Gum Shoes and Ice Breakers
By Ted McCormack
My leave after Boot Camp was cut short by a telegram ordering me to Elizabeth City, North Carolina to catch a Coast Guard logistics flight to Thule, Greenland. Once there, I was to report aboard the USCG Icebreaker Southwind for further assignment to the USCGC Westwind. The latter vessel was undermanned, so the Coast Guard was using that opportunity to send more personnel to the ship. Unfortunately, the Westwind was somewhere between Thule on the west coast of Greenland and Kulusuk on the east side of that icy land, so I was assigned TAD aboard the Southwind.
On the appointed day, I
found myself in an uncomfortable webbed seat of a Coast Guard C-130 for a
two-day flight to Greenland with another Seaman Apprentice and a third class
cook, both also bound for the Westwind. After reporting aboard the Southwind, I
was assigned a rack, and given a very quick introduction to shipboard routine.
At least they showed me my Abandon Ship Station (after telling me that I would
freeze to death before being rescued) and told me to stay out of the way if
General Quarters sounded.
The Southwind was in the
eastern Arctic on a "short" trip to escort ships that resupplied the
Distant Early Warning radar stations in Greenland. She had recently returned
from a long voyage to the Antarctic, so the crew was anxious to return to their
home port at Curtis Bay, Maryland for an extended overhaul. The cutter had
gained some recognition by returning from Antarctica via West Africa, thus
circumnavigating the globe, which was rare for a Coast Guard vessel to do.
As a "new
boot" aboard the Southwind, I was anxious to fit in and be accepted as one
of the crew, even if only for a short time. But try as I might, I was shunned by
all of the Deck Force except for the other SA who was my travelling companion.
Both of us were assigned some of the worst jobs imaginable during that short
period. Each night, I would wonder what I had done to deserve such treatment.
Before I could find the answer the Westwind dropped anchor on Greenland's east
coast. The three of us then caught a flight to Kulusuk and joined our ship.
The Westwind returned to
Curtis Bay about a month after the Southwind's voyage had ended. Both cutters
docked across from each other, and I noticed that several of the members of the
Southwind's Deck Force looked surprised to see ,e as the ship tied up. Several
nights later while I was sharing a beer with shipboard friends at a local bar,
some of the Southwind's Deck Force came over to explain their treatment of me.
In the late 1960s, the
Coast Guard, like the Nation's other military services, was beginning recognize
that a growing percentage of their personnel were using or experimenting with
illegal drugs. Since the Southwind's voyage to Antarctica included port calls in
the Caribbean, South America, and Africa where marijuana and other mind-altering
substances could be easily purchased, I was told in confidence that several of
the crew had taken drugs as a distraction from the routine duties and hardships
of their long sea voyage.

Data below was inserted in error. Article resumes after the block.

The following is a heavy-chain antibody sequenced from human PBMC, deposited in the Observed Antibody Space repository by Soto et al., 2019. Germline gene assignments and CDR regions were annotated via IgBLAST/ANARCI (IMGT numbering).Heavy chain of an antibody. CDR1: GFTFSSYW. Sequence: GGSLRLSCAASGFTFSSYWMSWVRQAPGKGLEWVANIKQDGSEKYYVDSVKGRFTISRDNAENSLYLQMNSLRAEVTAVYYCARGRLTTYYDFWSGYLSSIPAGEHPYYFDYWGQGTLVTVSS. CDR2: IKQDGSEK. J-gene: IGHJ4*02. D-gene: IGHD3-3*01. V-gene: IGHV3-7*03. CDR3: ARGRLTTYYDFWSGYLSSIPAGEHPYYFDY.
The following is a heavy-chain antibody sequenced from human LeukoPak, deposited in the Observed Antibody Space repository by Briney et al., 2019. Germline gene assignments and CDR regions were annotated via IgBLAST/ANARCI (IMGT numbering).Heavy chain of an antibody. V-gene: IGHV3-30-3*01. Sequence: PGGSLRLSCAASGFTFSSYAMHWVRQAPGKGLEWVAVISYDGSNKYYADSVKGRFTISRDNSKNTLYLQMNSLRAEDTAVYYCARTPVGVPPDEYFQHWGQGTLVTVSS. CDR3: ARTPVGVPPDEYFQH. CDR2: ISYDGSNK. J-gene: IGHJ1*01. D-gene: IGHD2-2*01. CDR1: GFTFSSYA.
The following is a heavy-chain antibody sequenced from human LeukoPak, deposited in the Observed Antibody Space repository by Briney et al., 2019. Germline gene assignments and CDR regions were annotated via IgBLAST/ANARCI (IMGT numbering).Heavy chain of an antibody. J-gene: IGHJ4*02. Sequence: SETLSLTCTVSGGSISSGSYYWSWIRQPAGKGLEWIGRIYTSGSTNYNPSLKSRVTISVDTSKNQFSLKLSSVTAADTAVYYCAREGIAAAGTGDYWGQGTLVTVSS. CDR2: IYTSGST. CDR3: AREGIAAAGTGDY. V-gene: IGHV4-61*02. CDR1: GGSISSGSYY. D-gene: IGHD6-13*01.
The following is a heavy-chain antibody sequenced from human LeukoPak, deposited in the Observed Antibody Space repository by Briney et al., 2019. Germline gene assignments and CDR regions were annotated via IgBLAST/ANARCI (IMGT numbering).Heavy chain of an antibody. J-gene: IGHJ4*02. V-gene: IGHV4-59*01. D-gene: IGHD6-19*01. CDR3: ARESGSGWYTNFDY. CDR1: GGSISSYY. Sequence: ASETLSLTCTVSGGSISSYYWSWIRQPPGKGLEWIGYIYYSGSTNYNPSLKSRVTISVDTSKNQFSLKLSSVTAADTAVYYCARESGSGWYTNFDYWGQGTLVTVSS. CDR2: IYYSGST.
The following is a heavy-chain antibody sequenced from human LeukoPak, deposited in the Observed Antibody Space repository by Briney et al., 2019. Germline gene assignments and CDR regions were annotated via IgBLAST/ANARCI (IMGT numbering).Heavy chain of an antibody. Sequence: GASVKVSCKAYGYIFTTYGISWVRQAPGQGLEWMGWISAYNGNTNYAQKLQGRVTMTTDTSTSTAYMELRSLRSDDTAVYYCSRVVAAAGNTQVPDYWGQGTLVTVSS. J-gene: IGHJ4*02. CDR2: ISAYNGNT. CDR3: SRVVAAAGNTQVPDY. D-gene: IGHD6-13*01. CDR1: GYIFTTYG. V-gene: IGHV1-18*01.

It was also related to
me that taking drugs often made the user a little paranoid, and certain members
of the Southwind's crew were fearful of being discovered by the authorities.
Naturally, when three unknown sailors suddenly appeared aboard ship one day,
suspicions were aroused that we were Coast Guard Intelligence (CGI) undercover
agents sent to infiltrate the crew. So the Deck Force decided to ignore us as a
precaution. I guess I was lucky that was all they decided to do.
Unfortunately, that was
not my last experience with CGI. After serving on the Westwind for 14 months, I
went to Yeoman's School at Governors Island and was assigned to the Fifth Coast
Guard District Office in Portsmouth, Virginia after graduation. While I was at
school, the Westwind had made its trip to the Antarctic via South America. Shortly
after reporting into the district office I heard that she was scheduled to stop
in Norfolk, Virginia before ending that long cruise at Curtis Bay.
I decided that I would
drive out to the Norfolk Naval Base where the Westwind was to dock to see some
of my friends and hear how the trip had gone. As I pulled up to the pier where
the icebreaker was to tie up, I saw a large crowd of uniformed and civilian
personnel, several with German Shepherd dogs. As I got out of my car, a man whom
I recognized from the Fifth District Office as a CGI agent came over and asked
me what I was doing there. When I told him, he wanted to know the names of the
people that I had come to see. My mind suddenly went blank, but I managed to
mumble the names of a couple of chiefs. Then he strongly suggested that I get in
my car and drive away from that pier as fast as I could. Needless to say, I
tried not to attract any more attention while speeding away.
Some days afterward, the
agent told me that consular officials in various South America ports had
intelligence that certain transient U.S. military personnel were making large
drug purchases over the past few months, and suspicion naturally fell on the
crew of the Westwind. The day that I had picked to visit my shipboard friends,
the cutter was to undergo a surprise search for drugs. Because I had suddenly
shown up at the dock, someone might have thought that I was there to pick up a
special package from South America.
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